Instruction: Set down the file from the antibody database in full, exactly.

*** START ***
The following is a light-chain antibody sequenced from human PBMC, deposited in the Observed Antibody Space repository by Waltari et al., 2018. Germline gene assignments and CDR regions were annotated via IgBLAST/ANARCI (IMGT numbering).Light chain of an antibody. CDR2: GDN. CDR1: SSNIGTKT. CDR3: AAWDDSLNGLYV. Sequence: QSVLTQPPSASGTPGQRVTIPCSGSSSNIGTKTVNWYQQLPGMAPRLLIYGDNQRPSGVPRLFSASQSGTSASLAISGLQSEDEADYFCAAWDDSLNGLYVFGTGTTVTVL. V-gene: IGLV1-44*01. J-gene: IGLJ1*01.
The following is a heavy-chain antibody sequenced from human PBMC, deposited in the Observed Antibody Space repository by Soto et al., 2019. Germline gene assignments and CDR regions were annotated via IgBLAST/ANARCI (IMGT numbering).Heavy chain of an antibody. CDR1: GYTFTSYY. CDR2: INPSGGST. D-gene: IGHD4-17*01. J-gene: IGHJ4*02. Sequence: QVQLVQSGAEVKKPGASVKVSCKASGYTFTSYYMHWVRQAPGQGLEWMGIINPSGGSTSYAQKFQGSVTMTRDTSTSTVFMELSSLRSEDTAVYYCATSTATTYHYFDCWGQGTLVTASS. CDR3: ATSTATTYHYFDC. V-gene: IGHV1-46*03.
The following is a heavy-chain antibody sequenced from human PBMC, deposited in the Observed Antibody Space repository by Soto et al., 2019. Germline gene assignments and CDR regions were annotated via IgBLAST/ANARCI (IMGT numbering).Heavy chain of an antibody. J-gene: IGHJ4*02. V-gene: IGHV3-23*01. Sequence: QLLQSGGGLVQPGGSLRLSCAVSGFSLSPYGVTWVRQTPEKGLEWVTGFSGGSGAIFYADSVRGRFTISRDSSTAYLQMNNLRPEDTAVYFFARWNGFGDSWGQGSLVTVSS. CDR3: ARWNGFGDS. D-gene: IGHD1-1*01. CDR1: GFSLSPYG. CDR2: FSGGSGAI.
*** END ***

The following is a light-chain antibody sequenced from human PBMC, deposited in the Observed Antibody Space repository by Waltari et al., 2018. Germline gene assignments and CDR regions were annotated via IgBLAST/ANARCI (IMGT numbering).Light chain of an antibody. CDR2: GDN. CDR1: SSNIGTKT. CDR3: AAWDDSLNGLYV. Sequence: QSVLTQPPSASGTPGQRVTIPCSGSSSNIGTKTVNWYQQLPGMAPRLLIYGDNQRPSGVPRLFSASQSGTSASLAISGLQSEDEADYFCAAWDDSLNGLYVFGTGTTVTVL. V-gene: IGLV1-44*01. J-gene: IGLJ1*01.
The following is a heavy-chain antibody sequenced from human PBMC, deposited in the Observed Antibody Space repository by Soto et al., 2019. Germline gene assignments and CDR regions were annotated via IgBLAST/ANARCI (IMGT numbering).Heavy chain of an antibody. CDR1: GYTFTSYY. CDR2: INPSGGST. D-gene: IGHD4-17*01. J-gene: IGHJ4*02. Sequence: QVQLVQSGAEVKKPGASVKVSCKASGYTFTSYYMHWVRQAPGQGLEWMGIINPSGGSTSYAQKFQGSVTMTRDTSTSTVFMELSSLRSEDTAVYYCATSTATTYHYFDCWGQGTLVTASS. CDR3: ATSTATTYHYFDC. V-gene: IGHV1-46*03.
The following is a heavy-chain antibody sequenced from human PBMC, deposited in the Observed Antibody Space repository by Soto et al., 2019. Germline gene assignments and CDR regions were annotated via IgBLAST/ANARCI (IMGT numbering).Heavy chain of an antibody. J-gene: IGHJ4*02. V-gene: IGHV3-23*01. Sequence: QLLQSGGGLVQPGGSLRLSCAVSGFSLSPYGVTWVRQTPEKGLEWVTGFSGGSGAIFYADSVRGRFTISRDSSTAYLQMNNLRPEDTAVYFFARWNGFGDSWGQGSLVTVSS. CDR3: ARWNGFGDS. D-gene: IGHD1-1*01. CDR1: GFSLSPYG. CDR2: FSGGSGAI.